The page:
fiber optics imagery

Comcast said today that it is conducting what it believes to be the first end-to-end deployment of hollowcore fiber by an internet provider. Hollowcore fiber has air-filled channels, enabling it to support faster speeds and lower latency in comparison with traditional fiber, explained Elad Nafshi, executive vice president and chief network officer at Comcast Cable, in an interview with Telecompetitor.

“Light travels 50% faster through air than glass,” said Nafshi, which means that data travels 150% faster through hollowcore fiber, he said. Latency, he said, is reduced about 33%.

“What it enables you to do is it doubles the reach for latency-critical applications,” he added.

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The Comcast trial interconnects two locations in Philadelphia in what the company calls a “hybrid” deployment that also includes traditional fiber.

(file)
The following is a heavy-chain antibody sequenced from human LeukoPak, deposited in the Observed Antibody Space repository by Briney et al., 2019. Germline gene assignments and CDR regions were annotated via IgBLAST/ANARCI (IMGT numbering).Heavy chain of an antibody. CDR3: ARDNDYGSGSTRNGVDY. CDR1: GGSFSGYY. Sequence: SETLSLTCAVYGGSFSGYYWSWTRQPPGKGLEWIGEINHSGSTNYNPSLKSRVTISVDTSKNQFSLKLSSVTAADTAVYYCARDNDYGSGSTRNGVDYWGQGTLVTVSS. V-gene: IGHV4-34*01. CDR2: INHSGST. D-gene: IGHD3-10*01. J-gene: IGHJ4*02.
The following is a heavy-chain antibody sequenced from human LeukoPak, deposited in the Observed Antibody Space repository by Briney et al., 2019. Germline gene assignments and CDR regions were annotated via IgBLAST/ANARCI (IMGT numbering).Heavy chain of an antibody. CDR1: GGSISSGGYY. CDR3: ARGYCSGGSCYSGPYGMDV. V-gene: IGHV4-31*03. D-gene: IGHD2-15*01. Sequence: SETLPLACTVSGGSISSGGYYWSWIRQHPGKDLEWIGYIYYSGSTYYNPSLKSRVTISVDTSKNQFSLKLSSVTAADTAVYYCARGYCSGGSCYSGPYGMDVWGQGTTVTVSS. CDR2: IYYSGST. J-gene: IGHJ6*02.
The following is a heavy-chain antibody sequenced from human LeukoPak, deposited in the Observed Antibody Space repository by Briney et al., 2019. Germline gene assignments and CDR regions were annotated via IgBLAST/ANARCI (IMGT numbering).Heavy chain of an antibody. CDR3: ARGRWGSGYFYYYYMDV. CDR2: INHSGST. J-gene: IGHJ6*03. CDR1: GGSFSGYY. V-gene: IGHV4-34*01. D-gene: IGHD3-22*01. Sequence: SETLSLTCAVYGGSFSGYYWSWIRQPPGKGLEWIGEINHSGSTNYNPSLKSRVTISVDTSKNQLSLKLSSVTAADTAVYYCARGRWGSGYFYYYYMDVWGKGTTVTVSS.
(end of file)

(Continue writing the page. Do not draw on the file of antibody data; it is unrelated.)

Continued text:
The hollowcore fiber, from Lumenisity, is designed to be backwards-compatible with conventional fiber, said Nafshi, also noting that Comcast expects to have multiple suppliers for hollowcore fiber.

“We will continue to work with our partners,” he said.

Comcast anticipates using hollowcore fiber to offer speeds between 10 Gbps and 400 Gbps.

Asked whether hollowcore is likely to play a role in the last-mile connection to the customer, Nafshi said the company will be “evaluating optionality.”

It will be interesting to see if hollowcore fiber catches on in financial markets, considering that some network operators have gone so far as to establish new routes between cities like New York and Chicago to cut some miles, and a few split seconds, of latency off of fiber connections to enable transactions to be completed every-so-slightly faster.

When we asked Nafshi about that, he said that could be one use case for the new fiber. He also pointed to high-quality video as another latency-sensitive use case.

Meta, the company formerly known as Facebook, has cited lower latency as a key development area to enable virtual and augmented reality applications.

Nafshi declined to answer a question about how the cost of hollowcore fiber compares with traditional fiber.

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